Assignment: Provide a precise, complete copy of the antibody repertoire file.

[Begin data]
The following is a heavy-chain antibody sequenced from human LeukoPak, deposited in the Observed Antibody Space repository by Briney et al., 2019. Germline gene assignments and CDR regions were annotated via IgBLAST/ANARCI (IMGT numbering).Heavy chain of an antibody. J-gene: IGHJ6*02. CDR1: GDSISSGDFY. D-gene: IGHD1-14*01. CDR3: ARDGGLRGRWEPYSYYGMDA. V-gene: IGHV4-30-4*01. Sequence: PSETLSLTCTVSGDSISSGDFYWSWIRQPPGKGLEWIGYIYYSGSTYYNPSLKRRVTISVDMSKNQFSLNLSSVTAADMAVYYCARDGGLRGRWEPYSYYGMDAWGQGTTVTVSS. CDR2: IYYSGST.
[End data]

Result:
The following is a heavy-chain antibody sequenced from human LeukoPak, deposited in the Observed Antibody Space repository by Briney et al., 2019. Germline gene assignments and CDR regions were annotated via IgBLAST/ANARCI (IMGT numbering).Heavy chain of an antibody. J-gene: IGHJ6*02. CDR1: GDSISSGDFY. D-gene: IGHD1-14*01. CDR3: ARDGGLRGRWEPYSYYGMDA. V-gene: IGHV4-30-4*01. Sequence: PSETLSLTCTVSGDSISSGDFYWSWIRQPPGKGLEWIGYIYYSGSTYYNPSLKRRVTISVDMSKNQFSLNLSSVTAADMAVYYCARDGGLRGRWEPYSYYGMDAWGQGTTVTVSS. CDR2: IYYSGST.